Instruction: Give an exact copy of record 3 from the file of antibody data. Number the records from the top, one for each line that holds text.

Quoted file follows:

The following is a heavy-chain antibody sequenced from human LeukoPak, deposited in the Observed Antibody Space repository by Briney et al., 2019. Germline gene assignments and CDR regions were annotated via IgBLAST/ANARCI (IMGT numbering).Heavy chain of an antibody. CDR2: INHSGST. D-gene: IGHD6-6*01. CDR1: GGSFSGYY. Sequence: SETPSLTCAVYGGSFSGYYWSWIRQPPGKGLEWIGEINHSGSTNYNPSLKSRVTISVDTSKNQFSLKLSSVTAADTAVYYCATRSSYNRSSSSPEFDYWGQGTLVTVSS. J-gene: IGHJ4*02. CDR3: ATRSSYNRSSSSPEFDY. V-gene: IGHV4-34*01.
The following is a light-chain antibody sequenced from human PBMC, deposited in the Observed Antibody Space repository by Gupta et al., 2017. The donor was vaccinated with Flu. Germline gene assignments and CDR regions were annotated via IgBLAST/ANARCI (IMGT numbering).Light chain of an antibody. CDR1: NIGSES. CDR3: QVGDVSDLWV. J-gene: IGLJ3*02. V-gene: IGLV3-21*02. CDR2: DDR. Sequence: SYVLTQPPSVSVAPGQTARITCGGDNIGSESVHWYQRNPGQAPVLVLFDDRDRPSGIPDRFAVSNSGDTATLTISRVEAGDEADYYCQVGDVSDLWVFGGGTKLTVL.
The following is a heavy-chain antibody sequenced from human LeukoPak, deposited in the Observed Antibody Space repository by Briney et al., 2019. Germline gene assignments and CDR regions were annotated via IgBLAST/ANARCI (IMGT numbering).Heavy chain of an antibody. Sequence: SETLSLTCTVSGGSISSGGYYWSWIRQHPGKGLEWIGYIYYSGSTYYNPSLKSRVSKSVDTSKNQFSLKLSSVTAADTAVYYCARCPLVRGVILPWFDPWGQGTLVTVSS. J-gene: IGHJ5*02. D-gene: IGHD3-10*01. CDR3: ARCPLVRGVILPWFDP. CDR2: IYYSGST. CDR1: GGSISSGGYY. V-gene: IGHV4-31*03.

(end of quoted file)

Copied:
The following is a heavy-chain antibody sequenced from human LeukoPak, deposited in the Observed Antibody Space repository by Briney et al., 2019. Germline gene assignments and CDR regions were annotated via IgBLAST/ANARCI (IMGT numbering).Heavy chain of an antibody. Sequence: SETLSLTCTVSGGSISSGGYYWSWIRQHPGKGLEWIGYIYYSGSTYYNPSLKSRVSKSVDTSKNQFSLKLSSVTAADTAVYYCARCPLVRGVILPWFDPWGQGTLVTVSS. J-gene: IGHJ5*02. D-gene: IGHD3-10*01. CDR3: ARCPLVRGVILPWFDP. CDR2: IYYSGST. CDR1: GGSISSGGYY. V-gene: IGHV4-31*03.